Mt. Vernon Register-News from Mt Vernon, Illinois on January 28, 1969 · Page 5
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Mt. Vernon Register-News from Mt Vernon, Illinois · Page 5

Mt Vernon, Illinois
Issue Date:
Tuesday, January 28, 1969
Page 5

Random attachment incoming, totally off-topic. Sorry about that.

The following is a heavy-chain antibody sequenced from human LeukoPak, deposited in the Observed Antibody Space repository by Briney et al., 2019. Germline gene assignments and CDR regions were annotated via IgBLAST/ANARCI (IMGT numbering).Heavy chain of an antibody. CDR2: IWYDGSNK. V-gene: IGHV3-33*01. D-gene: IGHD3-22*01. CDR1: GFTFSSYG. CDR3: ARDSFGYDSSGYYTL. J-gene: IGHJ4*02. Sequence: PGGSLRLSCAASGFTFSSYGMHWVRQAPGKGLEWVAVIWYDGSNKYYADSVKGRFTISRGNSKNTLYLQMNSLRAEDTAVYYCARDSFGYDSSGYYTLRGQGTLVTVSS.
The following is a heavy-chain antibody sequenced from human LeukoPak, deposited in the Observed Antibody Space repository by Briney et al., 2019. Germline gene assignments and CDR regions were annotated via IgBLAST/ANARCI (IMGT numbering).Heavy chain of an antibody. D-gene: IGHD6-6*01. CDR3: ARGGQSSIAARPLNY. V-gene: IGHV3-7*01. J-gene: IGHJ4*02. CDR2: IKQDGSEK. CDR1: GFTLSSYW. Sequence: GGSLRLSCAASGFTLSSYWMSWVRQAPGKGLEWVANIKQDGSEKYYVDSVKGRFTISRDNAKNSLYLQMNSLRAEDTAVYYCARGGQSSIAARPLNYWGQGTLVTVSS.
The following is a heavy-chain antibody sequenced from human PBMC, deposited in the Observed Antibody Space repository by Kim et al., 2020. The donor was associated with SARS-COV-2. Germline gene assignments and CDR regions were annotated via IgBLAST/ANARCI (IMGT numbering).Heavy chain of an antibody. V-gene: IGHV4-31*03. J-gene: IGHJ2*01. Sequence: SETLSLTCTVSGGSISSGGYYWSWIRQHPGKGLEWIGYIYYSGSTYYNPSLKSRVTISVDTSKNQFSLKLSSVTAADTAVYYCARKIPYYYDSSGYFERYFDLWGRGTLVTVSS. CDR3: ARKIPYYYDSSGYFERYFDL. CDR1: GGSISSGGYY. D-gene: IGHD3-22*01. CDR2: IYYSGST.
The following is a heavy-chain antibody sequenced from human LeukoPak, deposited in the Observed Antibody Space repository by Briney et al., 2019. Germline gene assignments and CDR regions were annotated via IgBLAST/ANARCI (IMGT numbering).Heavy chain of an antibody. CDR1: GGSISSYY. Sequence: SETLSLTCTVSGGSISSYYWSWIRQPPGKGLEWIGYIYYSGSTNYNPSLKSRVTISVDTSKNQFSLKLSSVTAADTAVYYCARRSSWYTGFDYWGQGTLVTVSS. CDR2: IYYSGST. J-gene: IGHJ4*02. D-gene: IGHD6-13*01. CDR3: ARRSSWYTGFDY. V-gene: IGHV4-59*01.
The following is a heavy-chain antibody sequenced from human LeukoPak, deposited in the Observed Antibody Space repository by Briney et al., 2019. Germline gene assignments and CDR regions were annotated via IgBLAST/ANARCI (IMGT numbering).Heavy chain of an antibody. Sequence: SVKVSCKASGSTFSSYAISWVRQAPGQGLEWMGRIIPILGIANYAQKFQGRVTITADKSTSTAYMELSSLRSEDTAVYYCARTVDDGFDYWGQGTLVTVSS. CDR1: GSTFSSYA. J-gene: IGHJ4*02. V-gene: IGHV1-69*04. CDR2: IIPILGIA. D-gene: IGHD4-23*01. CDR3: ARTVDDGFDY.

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r TUESDAY, JANUARY 23, 1969 THE REGISTER-NEWS — MT. VERNON, ILLINOIS 5 -A Bridge lesson Bridge Mystery ow To Get Set By Oswald and James Jacoby NOXTH '.:>', A 105 V J6 • QJ107653 *3 2- WEST A AK842 V987 • 2 *J975 EAS1 * Q3 V Q54S2 4 K9S •*>1086 SOUTH(») * J97S •/AK10 4 A4 *AKQ4 Neither vulnerable •West North East South 1* 1A 2 4 Pass 3N.T. Pass Pass Dble Pass Pass Pass Opening lead— A * Don von Eisner has produced another Jake Winkman bridge mystery. This time the scene is laid at Los Angeles Bridge Week and there is plenty of action with Communist spies who seem to play bridge and get involved with bridge players. We don't quite understand the whole plot but the bridge hands are interesting as usual. In today's hand Winkman doubles three no- trump in the Fast seat. He wins the first spade with the queen and returns the suit. His partner cashes the ace and king and sets up his last spade by leading the deuce. South played ace and one diamond. Winkman took his king and got out with a club and eventually South went down two tricks. As Don points out, North probably should not have bid two diamonds in the first place but surely should have pulled the doable out to four diamonds, but bridge players do make mistakes. South corrals Winkman after 1 the game and asks how he came to double with so little. Winkman replies, "I knew there w;is something wrong with the bidding somewhere. I did want a spade lead but it was a bad double. Furthermore, you should have made your contract for a top Instead of going down for a bottom." Here is the winning line of play. South is in with that fourth spade. He notes that West led the deuce, not the four. He might read that as a sort of suit preference request for a club lead. Then all he would have to do would be to cash his three high clubs before Ex-Sgt. Trowbridge, Vietnam War Hero My Duty To Help," Says Mr. V. Man Who Revived Injured Girl OUT OF FLOOD DANGER ZONE—Wes Armand (left) gives his daughter, Thea, lflmonths- old, to sheriff's deputy after they crossed the swollen Topanga Creek near Los Angeles, by cable and basket Sunday. The nine-day Southern California storm subsided but not before causing $35 million damage. An estimated 9,000 persons were evacuated from their homes. (AP Wirephoto) DEFEATING the rising price of tobacco in England, Sidney Bridger has found .a way to beat the price hike by growing his own. The 74-year-old retired Royal Navy commander grows enough to last him through a year at a cost of about four, cents ; an ounce. throwing Winkman in with the king of diamonds. Winkman would be forced to lead a heart. South would let that ride to dummy's pack and dummy's diamonds would all be giiod. The upshot of the story was that South decided he wanted to play with Winkman instead of against him. Starts This Month Tri-County Co-op Announces Rate Cut Beginning this month, Jefferson county members of Tri County Electric Cooperative will enjoy a new lower 'end bracket" on their electric bills. Cooperative Manager H. G. Downey announced new rate schedules for both rural residential and small power users. He explained that previously members classified as residential were paying 1.5 cents' per KWH for all over 200 per month The new schedule adds another reduction after 1200 KWH per month to 1.3 cents. Previously those classified as small power paid 2.0 cents for the kilowatt hours between 1000 and 3000 per month and 1.5 cents for all over 3000. The new schedule calls for 1.3 cents per KWH for all over 1000 per month. Downey explained that the new rate schedules recognize that modern living and farming practices increase amounts of electric power and result in noticeable savings for larger users. He said that members who use electricity for home heating, grain drying, air conditioning and dairy equipment will notice the saving immediately. Memebers that add equipment will also be able to take ad­ vantage of the lower costed power. Downey also called attention to the demand for three phase power on farms. He said the new rate schedule will make three phase practical and desi- reable for farmers with several large moto loads. William Groennert, president of Tri- County's Board of Directors, said that "the Board is very proud to be able to lower the rates — especiall y in light of the fact that the rates have never had to be raised since the Cooperative was organized 30 years ago." A. W. Bird, Member Service Supervisor for the Cooperative, stated, stated that a check of the records has indicated that the reduction could range from a low of a few dollars for a home with air conditioning or a farm with a seasonal load, such as pig brooding, to a high of as much as 10 per cent of the yearly bill for larger users. America's heroes who go off to war are modest young men. A perfect example of that came to light last Saturday after The Register - News carried a story about an unidentified Mt. Vernon man who had saved a girl's life after an accident. The incident became known then only because a Piopolis, HI., man who happened along was so impressed that he wrote a letter to the newspaper telling of the young man's heroic efforts. Telephone calls to the newspaper, by friends who had heard of the accident, revealed that Larry Trowbridge, a Vietnam War Veteran and Silver Star hero, was the man who saved the injured girl's life "Trowbridge, contacted by this newspaper, reluctantly confirmed that he had administered aid to the girl. "It was just something that had to be done, he said as he told a reporter that he had not intended to tell anyone about it. "I feel it is my duty to help someone in distress if I can," he said, "and I don't want any credit for it." Trowbridge, who lives at 428 south 17th street, said he came across the wreck scene on January 16, near Keenes. The injured girl had smallow ed her tongue and was near death. Using skills he learned as a combat soldier in Vietnam, Trowbridge dislodged the tongue from the girl's throat and gave her artificial mouth-to- mouth respiration. She had revived and was breathing well when the ambulance arrived to take her and others injured to Fairfield Memorial Hospital. "I got a call from the folks at the Fairfield hospital, thank ing me and saying the family wanted to exyress its thanks in person," Trowbridge said. He went to Fairfield later, only to learn that the girl and her injured mother had already been taken to St. Luke's Hospital in St. Louis. He talked with the only member of the family still MONEY ORDERS The maximum amount of a single postal money order that may be sent is $100, but as many $100 money orders as desired can be issued to an individual. TOMORROW ONLY WEDNESDAY, JANUARY 29 Call And Ask About Our Catalog Specials For The Week YOU MAY WIN In Catalog Merchandise (No purchase necessary) A drawing will be made from the names of all customers who phone our Catalog Sales De­ partment on Wednesday, January 29, between 9:00 a.m. and 5:30 p.m. The winner will be notified on Thursday, January 30. Remember, Phone 242-5800. You Could Be A Winner SHOP AT SEARS AND SAVE. Satisfaction Guaranteed or Your Money'Back SEARS, ROEBUCK AND CO. STORE ADDRESS, PHONE, PARKING, STORE HOURS f -o- -o- -o in Fairfield, an uncle of the injured girl. The story of heroism had a sad ending. The girl revived by Trowbridge, 17-year-old Linda Collins of Imperial, Mo., died January 24 at the St. Louis hospital, eight days after the accident. Her death does not diminish the Mt. Vernon man's kind and skillful act. Without his aid she would have died at the accident scene. He gave her a chance to live. During 13 months of combat duty in Vietnam, Trowbridge, then a staff sergeant, had occasion to use mouth-to-mouth re- susitation on wounded buddies. He was wounded twice himself, earning two Purple Hearts, and won the Silver Star for heroism. In the thick of the fighting since the summer of 1965, Sgt. Trowbridge won the Silver Star for charging the bunker of a North Vietnamese machine gun crew which had his platoon pinned down. Three of his men were wounded and Trowbridge crawled forward to the bunker and threw a grenade which killed two and wounded two of the enemy. He suffered shrapn e 1 wounds from enemy grenades. After a week in a hospital -o- -o -o- he was back on duty with Co. A. of the 327th Infantry, 101st Airborne Division. Trowbridge, a ten-year veteran, returned to the states in July, 1967 and was a First Sergeant at Fort Campbell, Ky., before accepting his honorable discharge in November, 1967. He and his wife; the former Linda Hughes, have two children, Suzanne and Sonya. Basic Religions Six basic religions are recognized. They are included in or related to Judaism, Christianity, Mohammedanism, Buddhism, Shintoism and Hinduism. Four Illinois War Deaths WASHINGTON (AP) — The Defense Department Monday released the names of four Illinois servicemen killed in action in Vietnam. They were identified as (all from the Marine Corps): Cpl. James A. Burton, son of Mr. and Mrs. Nathaniel Burton, 2750 E. 186th St, Lansing. Lance Cpl. Dale L. Kagebeln, sou of Mr. and Mrs. Carl A. Kagebein, 14530 Turner, Midlothian. Pfc. Diego Amador, son of Hortensia Array, 5907 N. Glenwood, Chicago. Pfc. John W. Vowles, son of Mr. and Mrs. John I. Vowles, Rt. 1, Cherry Valley. Dishwasher clean up sale! Hotpoint Swing-Door" Portable • Washesandctriesupto 15 table settings in a tingle load. • Jet Fountain washing action means no rinsing beforehand. » • Self-Cleaning porcelain finish tub. ' • Dual Detergent Dispenser automatically releases fresh detergent In both wash cycles. • Vinyl Top Cover is removable for cleaning and for use elsewhere. • Random loading racks let you load almost any way you please. • Many other features Include Unl-Dtal control, 6-Compartmentsllverwaro basket. Value Priced *259 95 - , EatyTe_rms Model DB810 Hotpoint Top-Opening Portable* • Washes and dries up to 14 table settings In a single load. • Bl-Level Jet washing action means no rinsing beforehand. • Unl-Dial control for simple operation. • Automatic Detergent Cup dispenses right amount at right time for sparkling rasusts* • Convenient cushion-coated loading racks safeguard even china. • 6-Compartment silverware basket up front for easy loading. 00 Value Priced *195 Model DO400 farms ~ E. F. WIELT CO. 116 N. 9th Street Phone 242-3360 twsfnw?^ 5 STYLE) BIG SWEEPSTAKE PRIZES LOCAL DOOR PRIZES m ^Bk. OVER 900 PRIZES! 10 BIG DAK FROM JAN. 30 TO FIB. 7 DOOR PRIZES JUST COME IN AND REGISTER — YOU NEED NOT BE PRESENT TO WIN. NO PURCHASE NECESSARY. REGIONAL SWEEPSTAKES PRIZES Grand prize 25" 6 GE Mobilmaid 15 Deluxe Wildcat 18 Electric driven- Magrtavox Golor portable automatic 3-speed bicycles— home barbecue TVs. dishwashers. for the kids. "wagons" for outdoor cooking. DOOR PRIZES TO BE AWARDED LOCALLY Black & Decker Johnny Walker Husky 2 quart Set of 2 half-gallon power drill set— family badminton freezer, Alpine "hot and with attachments, set. Fun for all. cord" picnic jugs, Other Sweepstakes prizes include: 7510-speed Osterizer Btemtecs; 7S Oster Beauty Salon portable hair dryers; 150 21 piece Fleet toot kit sets; 300 Car Wash and Squeegee sets; SOCFaroBy game s ASK ABOUT THESE NUTRENA SERVICES • Keep Full • Free Livestock Weighin e Prescription Feeding Calculator • Bulk Service Nutrena Feed Sale! At B C CHRISTOPHER & CO. Benton Road Phone 242-4411 J